Football has transformed immeasurably in the past 20 years. As with most sports, the majority of discrimination has been identified and ejected from the game. However, fragments of prejudice still linger among football’s structure, not least homophobia, which is a subject that has been placed second among many other issues of discrimination, maybe due to the misconception that it is of less importance than other more pressing issues.
It has been 14 years since Justin Fashanu’s untimely death opened the investigation into how homophobia is treated in football. Persecuted for years for his honesty, the centre forward was on an assisted downward spiral that eventually forced him to take his own life. Jeers directed toward the Englishman were not only in regard to his homosexuality but also his race. Fortunately, a major push by Football’s most powerful governing bodies have started to erase racial discrimination in the game. However, it is only now that a globally renowned club have supported an event that looks to halt discrimination toward homosexuality.
For the first time since its conception, a Premier League club will be supporting an LGBT Pride event. Liverpool will stand alongside members of the gay rights group in a march across their city, to represent the support that the club has to rid football of discrimination on and off the pitch. After such uproar surrounded Anfield last season after Luis Suarez was persecuted for his discriminating comments toward Patrice Evra, this decision shows a concerted effort by the club to distance themselves from any form of prejudicial behaviour.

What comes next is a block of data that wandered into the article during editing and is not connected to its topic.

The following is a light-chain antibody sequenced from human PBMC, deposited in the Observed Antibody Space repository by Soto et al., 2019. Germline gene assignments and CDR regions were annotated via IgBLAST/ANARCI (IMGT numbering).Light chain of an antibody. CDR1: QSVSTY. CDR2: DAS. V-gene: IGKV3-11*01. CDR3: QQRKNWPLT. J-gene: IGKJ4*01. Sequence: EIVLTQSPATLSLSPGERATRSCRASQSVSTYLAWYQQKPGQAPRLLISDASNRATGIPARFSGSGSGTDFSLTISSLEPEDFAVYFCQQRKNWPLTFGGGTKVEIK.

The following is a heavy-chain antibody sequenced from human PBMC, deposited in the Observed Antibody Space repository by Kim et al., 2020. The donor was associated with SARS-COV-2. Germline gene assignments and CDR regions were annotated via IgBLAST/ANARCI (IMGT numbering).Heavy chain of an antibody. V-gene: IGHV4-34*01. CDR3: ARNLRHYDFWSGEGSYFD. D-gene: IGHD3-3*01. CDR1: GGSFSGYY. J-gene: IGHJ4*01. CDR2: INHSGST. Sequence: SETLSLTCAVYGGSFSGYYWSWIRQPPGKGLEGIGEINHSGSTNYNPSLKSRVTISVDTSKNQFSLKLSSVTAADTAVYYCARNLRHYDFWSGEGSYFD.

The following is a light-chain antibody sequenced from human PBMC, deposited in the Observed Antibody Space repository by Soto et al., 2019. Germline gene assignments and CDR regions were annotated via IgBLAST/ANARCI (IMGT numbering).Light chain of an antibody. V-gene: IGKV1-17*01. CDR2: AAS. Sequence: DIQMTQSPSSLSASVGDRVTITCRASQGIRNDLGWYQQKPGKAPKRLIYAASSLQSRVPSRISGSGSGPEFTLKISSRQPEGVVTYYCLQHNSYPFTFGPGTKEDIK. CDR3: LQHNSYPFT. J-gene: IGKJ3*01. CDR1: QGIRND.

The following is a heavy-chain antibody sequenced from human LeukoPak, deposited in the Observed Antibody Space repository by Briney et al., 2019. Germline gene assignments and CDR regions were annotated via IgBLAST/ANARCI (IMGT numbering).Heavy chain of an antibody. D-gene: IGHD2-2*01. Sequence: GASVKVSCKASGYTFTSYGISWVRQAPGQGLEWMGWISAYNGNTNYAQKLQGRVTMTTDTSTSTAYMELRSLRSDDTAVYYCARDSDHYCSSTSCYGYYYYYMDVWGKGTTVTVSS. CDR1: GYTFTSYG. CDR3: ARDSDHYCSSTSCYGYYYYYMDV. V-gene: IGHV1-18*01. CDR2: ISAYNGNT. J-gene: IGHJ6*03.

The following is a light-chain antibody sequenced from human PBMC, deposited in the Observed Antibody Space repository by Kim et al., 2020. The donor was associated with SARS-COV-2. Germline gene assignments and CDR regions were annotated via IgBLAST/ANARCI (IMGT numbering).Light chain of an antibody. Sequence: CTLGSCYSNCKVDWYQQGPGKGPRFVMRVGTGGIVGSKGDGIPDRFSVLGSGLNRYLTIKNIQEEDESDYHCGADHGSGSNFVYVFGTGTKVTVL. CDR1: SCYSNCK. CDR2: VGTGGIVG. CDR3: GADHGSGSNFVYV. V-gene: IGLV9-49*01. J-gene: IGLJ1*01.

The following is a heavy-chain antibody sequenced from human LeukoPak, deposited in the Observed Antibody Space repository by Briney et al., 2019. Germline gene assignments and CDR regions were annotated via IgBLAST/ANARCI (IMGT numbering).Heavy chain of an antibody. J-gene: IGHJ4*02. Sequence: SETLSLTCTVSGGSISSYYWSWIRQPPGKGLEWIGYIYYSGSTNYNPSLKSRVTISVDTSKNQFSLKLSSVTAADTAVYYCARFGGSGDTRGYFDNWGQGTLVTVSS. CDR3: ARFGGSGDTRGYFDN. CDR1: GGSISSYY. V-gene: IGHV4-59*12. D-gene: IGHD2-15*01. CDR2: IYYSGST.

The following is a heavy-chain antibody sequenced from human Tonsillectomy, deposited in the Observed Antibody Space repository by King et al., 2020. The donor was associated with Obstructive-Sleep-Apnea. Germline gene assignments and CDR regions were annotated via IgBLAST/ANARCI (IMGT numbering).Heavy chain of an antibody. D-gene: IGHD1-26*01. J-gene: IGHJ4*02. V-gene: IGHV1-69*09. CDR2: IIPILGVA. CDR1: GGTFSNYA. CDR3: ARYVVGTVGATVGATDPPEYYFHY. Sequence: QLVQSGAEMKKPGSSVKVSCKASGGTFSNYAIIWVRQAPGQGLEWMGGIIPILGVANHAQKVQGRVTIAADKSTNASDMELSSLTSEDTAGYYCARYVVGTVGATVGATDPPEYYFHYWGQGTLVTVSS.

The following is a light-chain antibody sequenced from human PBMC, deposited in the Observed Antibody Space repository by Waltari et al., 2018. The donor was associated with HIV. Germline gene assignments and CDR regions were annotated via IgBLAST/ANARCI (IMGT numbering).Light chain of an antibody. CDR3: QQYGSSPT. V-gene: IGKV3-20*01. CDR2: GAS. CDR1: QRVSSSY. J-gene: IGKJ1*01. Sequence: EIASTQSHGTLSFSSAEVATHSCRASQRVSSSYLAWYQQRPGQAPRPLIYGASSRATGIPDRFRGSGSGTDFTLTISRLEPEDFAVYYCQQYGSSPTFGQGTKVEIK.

In a statement made by Managing Director of the club, Ian Ayre, he stated,
“Here at LFC, we continue to demonstrate our commitment to ensuring that equality and principles of inclusion are embedded into all areas of Liverpool Football Club”.
He added, “The event (LGBT) is certainly a positive talking point around Liverpool and it’s an excellent platform to attract local communities and people from across the country to experience the diverse culture of our fantastic city.”
It is a refreshing show of support from Liverpool, who have been closely watched by many anti-discrimination groups after much of the squad showed support for Luis Suarez in the aforementioned racism debacle toward the end of last year.
Although a major player in Gay rights activism in football for a number of years, Liverpool may have chosen to join the LGBT Pride event due to request from owners Fenway Sports Group. Last Summer FSG owned Boston Red Sox were on of the first Major League Baseball teams to support and create an anti-bullying video that supported gay rights. The franchise was praised for its involvement and this positive response may have been a key factor for the Reds endorsing and participating in the LGBT march in Liverpool.
Whilst it may be a number of years before discrimination is totally wiped out of football, the LGBT campaign that Liverpool are supporting so passionately is a starting block for other Premier League clubs to become active in their respective communities and speak out about a subject that is relatively unreported in comparison to other forms of discrimination.